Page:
What a title, right? I know, you are on the edge of your seat awaiting this fascinating subject. Not.
But this is actually very interesting. No, wait, I am serious! Don't leave yet. Hear me out.
The nine-banded armadillo (Dasypus novemcinctus) produces identical quadruplets as their standard litter, or whatever a group of baby armadillos is called. The fertilized egg (after hanging around for 14 weeks or something without implantation, which is strange in and of itself) divides into two, and each half divides into two more. Then normal development continues, and you get four little clones come spring. Awww. Sometimes, armadillos will have three or five pups but they are always identical.
It happens to be the state animal for Texas. Oh, and the only animal known to carry leprosy besides humans. Um, yeah. Texas' state animal clones its babies and carries leprosy. Just saying. I can't be too harsh on the little bone-plated mammals though, since they are really important for research on Mycobacterium leprae and Hansen's disease (leprosy's more official name).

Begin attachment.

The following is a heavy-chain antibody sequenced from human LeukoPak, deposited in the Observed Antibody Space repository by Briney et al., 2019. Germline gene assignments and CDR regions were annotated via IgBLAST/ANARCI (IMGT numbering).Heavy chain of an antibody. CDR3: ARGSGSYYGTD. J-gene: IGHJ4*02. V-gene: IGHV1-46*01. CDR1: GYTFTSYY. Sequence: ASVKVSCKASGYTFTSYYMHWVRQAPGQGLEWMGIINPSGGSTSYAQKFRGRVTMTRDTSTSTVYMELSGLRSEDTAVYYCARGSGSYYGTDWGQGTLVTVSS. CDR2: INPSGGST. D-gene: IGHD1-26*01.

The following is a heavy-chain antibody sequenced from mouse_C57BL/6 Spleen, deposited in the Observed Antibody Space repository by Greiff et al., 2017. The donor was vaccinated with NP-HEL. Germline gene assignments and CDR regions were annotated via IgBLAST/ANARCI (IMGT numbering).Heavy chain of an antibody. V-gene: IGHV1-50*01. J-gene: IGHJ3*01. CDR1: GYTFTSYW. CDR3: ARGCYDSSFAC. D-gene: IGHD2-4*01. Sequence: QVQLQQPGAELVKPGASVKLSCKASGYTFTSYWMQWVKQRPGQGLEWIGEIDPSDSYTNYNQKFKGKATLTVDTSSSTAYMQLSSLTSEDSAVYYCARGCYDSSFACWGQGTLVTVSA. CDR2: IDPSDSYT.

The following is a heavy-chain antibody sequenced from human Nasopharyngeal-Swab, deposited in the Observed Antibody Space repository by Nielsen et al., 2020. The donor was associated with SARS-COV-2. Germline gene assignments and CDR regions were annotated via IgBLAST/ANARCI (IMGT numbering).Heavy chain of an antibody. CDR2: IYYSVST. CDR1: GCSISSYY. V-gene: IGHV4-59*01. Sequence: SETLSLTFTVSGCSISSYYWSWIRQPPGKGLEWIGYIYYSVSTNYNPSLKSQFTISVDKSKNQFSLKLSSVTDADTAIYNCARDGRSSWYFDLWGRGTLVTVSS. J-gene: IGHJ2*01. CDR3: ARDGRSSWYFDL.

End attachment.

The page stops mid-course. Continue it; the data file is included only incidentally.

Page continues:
Here is more than you ever wanted to know about armadillos from Texas Tech University. And in case you haven't had your fill of armadillo (bad joke, since people can and do eat armadillo), check out "fun facts" here and FAQs here.
Side note: I wonder if anyone has done nature/nurture research using baby armadillos from the same litter raised in different environments. Too bad I am not a biologist or biology major. I would have a research project all set there.